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September 27, 2010 | by  | in Opinion | [ssba]

A little less conversation, a little more action

I’ve talked a lot in these columns about how environmental and social justice problems are intrinsically linked; two sides of the same systemically awful coin. Like a terribly PDA couple at a party, it seems to be impossible to detach one from the other. While it’s all very well to bitch about their dependency issues, how do we actually manage to stop them making out in the corridor? It’s not just making the other guests uncomfortable; it’s also fucking up our planet.

Okay, possibly not the highest-quality metaphor. But that is what we do, in university and in general life: we talk about stuff, we theorise, but we don’t transmute theory into action. I can bemoan climate change all I want, I can draw all sorts of conclusions and connections, but it doesn’t mean anything if my complaining doesn’t produce any results.

Back to our overly affectionate bedfellows: today’s example of the interdependency of social and eco inequalities is the destruction of Papuan rainforests, specifically the logging of Kwila, an endangered tree. Deforestation has already led to 83 per cent of Kwila disappearing from the forests of Papua, with the species estimated to slide completely off the map in 35 years if logging persists. We’re talking habitat destruction, species extinctions and hardcore contribution to climate change.

As if being an eco-disaster wasn’t sinister enough, the logging of Kwila also has serious human rights implications. Indigenous people in Indonesian Papua have their lands and resources stolen from them, and groups such as Amnesty International have recorded the torture and imprisonment of villagers working to oppose logging operations.

It seems obvious that logging Kwila is bad. One could say it’s extremely bad. But where’s all this endangered wood going? Who is ridiculous enough to purchase it? Well, Aotearoa and Australia receive about 60 per cent of all Kwila from Papua New Guinea, mostly in the form of attractive outdoor furniture. Yup, that’s right, we are selling and buying endangered rainforest timber; one more thing for New Zealanders to be proud of.

There’s currently no government regulation to stop illegally logged timber being imported into Aotearoa. While many stores have succumbed to pressure from environmental groups, a few continue to stock Kwila products and thus support human rights abuses and the trashing of Papuan rainforests. Bunnings Warehouse is one such example.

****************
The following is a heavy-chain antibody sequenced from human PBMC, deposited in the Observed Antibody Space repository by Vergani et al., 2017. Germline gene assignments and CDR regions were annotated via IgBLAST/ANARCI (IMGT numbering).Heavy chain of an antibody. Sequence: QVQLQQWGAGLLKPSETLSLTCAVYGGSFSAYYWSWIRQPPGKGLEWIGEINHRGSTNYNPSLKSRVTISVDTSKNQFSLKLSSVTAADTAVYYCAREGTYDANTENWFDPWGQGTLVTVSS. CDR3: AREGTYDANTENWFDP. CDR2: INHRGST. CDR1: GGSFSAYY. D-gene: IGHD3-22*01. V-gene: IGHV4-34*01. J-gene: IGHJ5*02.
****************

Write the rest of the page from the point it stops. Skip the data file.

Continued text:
So here’s our chance. Not only to concurrently strive for social and environmental justice, but to put our fighting words into operation. Come cut your teeth on some protest action: join Rainforest Action in asking Bunnings to end the sale of endangered Kwila. We’ll see you and your pithy placard at 12pm, Saturday 2 October, outside Bunnings Warehouse, 46–56 Tory Street.


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  1. Good to see the coverage of this issue, and hopefully more people are becoming aware that kwila comes at a terrible cost to the environment and to indigenous people who depend on the forests. As you say it is now a threatened species, although it once grew South East Asia, the Pacific and and in parts of India and Africa. The remaining significant commercially viable stands on the island of New Guinea (shared by Indonesian controlled West Papua and Papua New Guinea) are being exploited.

    Just one query – you suggest above that “Aotearoa and Australia receive about 60 per cent of all Kwila from Papua New Guinea, mostly in the form of attractive outdoor furniture”. In Auckland the kwila furniture is sourced from West Papua (Indonesia on the labels). I understand we do import some kwila from PNG – but is 60% correct?

    All the best, Maire

  2. Miller says:

    Hmm if only you could look it up on the internet.

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